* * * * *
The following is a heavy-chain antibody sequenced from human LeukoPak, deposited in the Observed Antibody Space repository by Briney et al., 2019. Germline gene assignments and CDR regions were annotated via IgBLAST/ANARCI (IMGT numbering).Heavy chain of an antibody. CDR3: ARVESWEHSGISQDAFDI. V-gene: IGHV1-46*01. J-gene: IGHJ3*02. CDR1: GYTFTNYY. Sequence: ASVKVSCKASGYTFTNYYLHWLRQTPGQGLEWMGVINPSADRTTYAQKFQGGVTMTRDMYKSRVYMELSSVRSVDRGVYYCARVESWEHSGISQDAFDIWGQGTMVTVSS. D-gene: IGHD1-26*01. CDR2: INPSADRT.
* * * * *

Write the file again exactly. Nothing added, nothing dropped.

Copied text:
The following is a heavy-chain antibody sequenced from human LeukoPak, deposited in the Observed Antibody Space repository by Briney et al., 2019. Germline gene assignments and CDR regions were annotated via IgBLAST/ANARCI (IMGT numbering).Heavy chain of an antibody. CDR3: ARVESWEHSGISQDAFDI. V-gene: IGHV1-46*01. J-gene: IGHJ3*02. CDR1: GYTFTNYY. Sequence: ASVKVSCKASGYTFTNYYLHWLRQTPGQGLEWMGVINPSADRTTYAQKFQGGVTMTRDMYKSRVYMELSSVRSVDRGVYYCARVESWEHSGISQDAFDIWGQGTMVTVSS. D-gene: IGHD1-26*01. CDR2: INPSADRT.